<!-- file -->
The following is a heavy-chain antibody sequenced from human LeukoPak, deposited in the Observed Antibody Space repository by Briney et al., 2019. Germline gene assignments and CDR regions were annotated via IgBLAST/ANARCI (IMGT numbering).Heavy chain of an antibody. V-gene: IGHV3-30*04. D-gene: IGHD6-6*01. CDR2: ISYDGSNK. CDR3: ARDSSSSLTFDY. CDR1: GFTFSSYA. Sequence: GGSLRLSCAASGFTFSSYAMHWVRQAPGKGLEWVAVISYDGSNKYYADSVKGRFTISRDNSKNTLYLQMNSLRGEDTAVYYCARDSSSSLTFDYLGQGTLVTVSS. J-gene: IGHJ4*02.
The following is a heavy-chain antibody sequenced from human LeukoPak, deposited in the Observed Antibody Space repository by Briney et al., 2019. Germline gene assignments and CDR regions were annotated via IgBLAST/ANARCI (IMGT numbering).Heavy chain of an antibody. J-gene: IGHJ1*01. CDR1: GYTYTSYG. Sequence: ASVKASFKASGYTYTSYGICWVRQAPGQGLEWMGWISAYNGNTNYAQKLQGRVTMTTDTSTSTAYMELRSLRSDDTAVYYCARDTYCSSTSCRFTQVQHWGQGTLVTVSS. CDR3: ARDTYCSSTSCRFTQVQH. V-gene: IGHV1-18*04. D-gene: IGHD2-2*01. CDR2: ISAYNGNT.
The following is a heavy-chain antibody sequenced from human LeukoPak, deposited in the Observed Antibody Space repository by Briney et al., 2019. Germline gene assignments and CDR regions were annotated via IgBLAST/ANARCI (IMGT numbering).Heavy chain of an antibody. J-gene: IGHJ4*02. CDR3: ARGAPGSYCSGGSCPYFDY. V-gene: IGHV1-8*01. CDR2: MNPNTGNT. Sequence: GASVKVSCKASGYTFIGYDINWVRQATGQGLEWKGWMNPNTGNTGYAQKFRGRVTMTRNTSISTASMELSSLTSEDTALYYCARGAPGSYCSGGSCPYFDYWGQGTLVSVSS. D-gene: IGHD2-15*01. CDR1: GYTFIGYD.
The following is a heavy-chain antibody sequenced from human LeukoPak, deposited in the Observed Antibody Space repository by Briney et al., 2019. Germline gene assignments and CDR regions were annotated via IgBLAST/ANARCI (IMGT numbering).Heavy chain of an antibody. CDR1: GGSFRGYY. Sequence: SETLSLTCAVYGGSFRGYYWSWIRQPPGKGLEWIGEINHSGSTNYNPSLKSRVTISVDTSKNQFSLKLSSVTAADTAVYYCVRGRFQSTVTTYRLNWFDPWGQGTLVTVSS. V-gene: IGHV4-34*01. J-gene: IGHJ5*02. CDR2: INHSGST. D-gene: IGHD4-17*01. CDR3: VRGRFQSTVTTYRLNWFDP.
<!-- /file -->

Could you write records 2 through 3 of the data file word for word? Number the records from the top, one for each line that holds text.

The following is a heavy-chain antibody sequenced from human LeukoPak, deposited in the Observed Antibody Space repository by Briney et al., 2019. Germline gene assignments and CDR regions were annotated via IgBLAST/ANARCI (IMGT numbering).Heavy chain of an antibody. J-gene: IGHJ1*01. CDR1: GYTYTSYG. Sequence: ASVKASFKASGYTYTSYGICWVRQAPGQGLEWMGWISAYNGNTNYAQKLQGRVTMTTDTSTSTAYMELRSLRSDDTAVYYCARDTYCSSTSCRFTQVQHWGQGTLVTVSS. CDR3: ARDTYCSSTSCRFTQVQH. V-gene: IGHV1-18*04. D-gene: IGHD2-2*01. CDR2: ISAYNGNT.
The following is a heavy-chain antibody sequenced from human LeukoPak, deposited in the Observed Antibody Space repository by Briney et al., 2019. Germline gene assignments and CDR regions were annotated via IgBLAST/ANARCI (IMGT numbering).Heavy chain of an antibody. J-gene: IGHJ4*02. CDR3: ARGAPGSYCSGGSCPYFDY. V-gene: IGHV1-8*01. CDR2: MNPNTGNT. Sequence: GASVKVSCKASGYTFIGYDINWVRQATGQGLEWKGWMNPNTGNTGYAQKFRGRVTMTRNTSISTASMELSSLTSEDTALYYCARGAPGSYCSGGSCPYFDYWGQGTLVSVSS. D-gene: IGHD2-15*01. CDR1: GYTFIGYD.